David Archie is back in his rightful place as executive director of the Citizens Alliance for Progress in Tarpon Springs and working to forget the ugliness that briefly cost him that job and forced him to battle to clear his name. Although that chapter was painful for him, it has opened an opportunity for CAP to be stronger than ever.
Archie, 55, had directed the nonprofit community services organization for 15 years when he was betrayed by people whose involvement with CAP implied that they had the best interest of the community at heart. Clearly, they did not.
Archie was fired by a narrow majority of the CAP board just before Christmas after two board members, Annie Dabbs and Ed Cole, lobbed scurrilous charges against him and claimed that CAP would lose its funding from the Pinellas County Juvenile Welfare Board if Archie weren't fired. Archie and two of his staff members, Leah Johnson and Frances Serrano-Lux, promptly were locked out of the CAP center.
In the days that followed, Archie learned he has many friends at all levels of society in Tarpon Springs, where he was a city commissioner and vice mayor for years, and throughout Pinellas County. A person who gives as much to his community as Archie has is bound to have a network. Archie's network rushed to inform the CAP board, the Juvenile Welfare Board and Pinellas Core Management Services, which manages small JWB-funded nonprofits, that what had been done to Archie was wrong.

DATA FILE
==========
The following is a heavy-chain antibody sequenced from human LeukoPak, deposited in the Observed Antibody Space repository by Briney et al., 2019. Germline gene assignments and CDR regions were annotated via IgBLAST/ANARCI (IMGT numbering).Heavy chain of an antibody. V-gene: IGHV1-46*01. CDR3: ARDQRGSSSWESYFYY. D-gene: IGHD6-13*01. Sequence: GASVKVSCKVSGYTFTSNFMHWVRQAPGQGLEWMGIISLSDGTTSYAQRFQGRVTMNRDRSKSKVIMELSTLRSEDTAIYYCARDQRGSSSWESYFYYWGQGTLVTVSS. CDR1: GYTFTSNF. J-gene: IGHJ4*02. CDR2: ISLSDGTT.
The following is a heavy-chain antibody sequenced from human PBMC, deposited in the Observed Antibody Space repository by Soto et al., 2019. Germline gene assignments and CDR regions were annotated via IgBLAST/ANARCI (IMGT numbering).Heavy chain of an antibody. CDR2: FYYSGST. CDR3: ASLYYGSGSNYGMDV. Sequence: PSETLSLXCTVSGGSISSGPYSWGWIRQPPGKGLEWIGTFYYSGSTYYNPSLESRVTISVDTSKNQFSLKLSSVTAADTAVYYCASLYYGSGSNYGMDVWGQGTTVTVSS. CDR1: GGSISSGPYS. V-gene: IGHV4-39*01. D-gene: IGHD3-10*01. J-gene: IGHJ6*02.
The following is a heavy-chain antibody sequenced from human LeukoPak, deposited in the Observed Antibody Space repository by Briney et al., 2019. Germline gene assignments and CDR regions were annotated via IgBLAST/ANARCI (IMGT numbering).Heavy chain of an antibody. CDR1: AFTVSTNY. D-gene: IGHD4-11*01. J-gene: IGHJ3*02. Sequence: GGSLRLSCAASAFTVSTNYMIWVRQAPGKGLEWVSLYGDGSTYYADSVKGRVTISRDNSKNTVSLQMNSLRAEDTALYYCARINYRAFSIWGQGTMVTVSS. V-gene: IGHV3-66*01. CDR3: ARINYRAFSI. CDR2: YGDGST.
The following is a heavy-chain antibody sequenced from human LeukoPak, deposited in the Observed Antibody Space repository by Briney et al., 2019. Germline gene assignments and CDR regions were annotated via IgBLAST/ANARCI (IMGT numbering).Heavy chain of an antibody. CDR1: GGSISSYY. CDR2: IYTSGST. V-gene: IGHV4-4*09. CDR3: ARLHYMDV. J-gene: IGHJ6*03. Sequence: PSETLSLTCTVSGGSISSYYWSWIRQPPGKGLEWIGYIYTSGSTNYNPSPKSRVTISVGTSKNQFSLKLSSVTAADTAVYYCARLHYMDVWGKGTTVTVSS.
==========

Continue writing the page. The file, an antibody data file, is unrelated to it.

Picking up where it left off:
The charges by Dabbs and Cole proved to be baseless. And on Feb. 12, at a special meeting before a big crowd of concerned residents, the CAP board that had been led by Dabbs and Cole removed them and voted in new members. It elected a new president, Maggie Miles. And the board soon began negotiations to reinstate Archie.
Last week Archie returned to work, at the same salary he had been paid before he was fired. His two staff members also were rehired. There are still open wounds, but Archie says he is trying to just go forward.
"There are some good things coming out of it, like involvement by the community," he said.
Archie should seize the moment. Those who came to his defense, who attended the special board meeting and who were elected to the new board showed by their actions that they believe in the mission of CAP and the man who runs it.
Archie should call upon them to help him build a broader foundation for CAP in Tarpon Springs. These are difficult times for most nonprofits, which are seeing their funding streams dry up. Archie's network can help strengthen CAP by volunteering time and expertise or by donating goods or money.
Community service organizations like CAP are needed now more than ever. How fortunate it is that Archie, who understands the needs in Tarpon Springs better than anyone, is back onboard.